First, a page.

These kinds of expressions akin to measure quantifiers just blow my mind. For me it has to be "too big gulp of whiskey" and "too big sofa". Especially c), it sounds like you placed a part of the sofa in your room, not the entire thing. Can you break down and explain this structure?
a) "Could" is a little bit more difficult of a modal verb because it has many meanings.
b) I took too big of a gulp of whiskey.
c) I put too big of a sofa in my room, so there is no space.
Here’s the relevant "usage note" from dictionary.com, as cited in an answer to a similar question on ELU.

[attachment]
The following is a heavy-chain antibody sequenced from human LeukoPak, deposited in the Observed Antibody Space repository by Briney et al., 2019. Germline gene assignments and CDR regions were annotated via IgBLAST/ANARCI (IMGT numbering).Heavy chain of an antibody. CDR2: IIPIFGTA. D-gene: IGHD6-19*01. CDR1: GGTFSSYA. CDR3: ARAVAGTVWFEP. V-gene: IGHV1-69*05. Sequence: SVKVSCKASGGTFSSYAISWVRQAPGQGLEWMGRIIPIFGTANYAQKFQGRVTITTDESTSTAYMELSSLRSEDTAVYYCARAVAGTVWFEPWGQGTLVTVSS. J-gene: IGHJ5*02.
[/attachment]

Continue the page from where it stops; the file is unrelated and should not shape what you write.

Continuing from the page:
Of is sometimes added to phrases beginning with the adverb how or too followed by a descriptive adjective: How long of a drive will it be? It’s too hot of a day for tennis.
This construction is probably modeled on that in which how or too is followed by much, an unquestionably standard use in all varieties of speech and writing:
How much of a problem will that cause the government?
I’m not going to stick my neck out and say too big of a is "substandard", but it’s definitely "nonstandard", and is normally only encountered in informal speech.
But note that whereas of is optional, but nonstandard, the word a is absolutely essential in this context.
Source : Link , Question Author : Graduate , Answer Author : FumbleFingers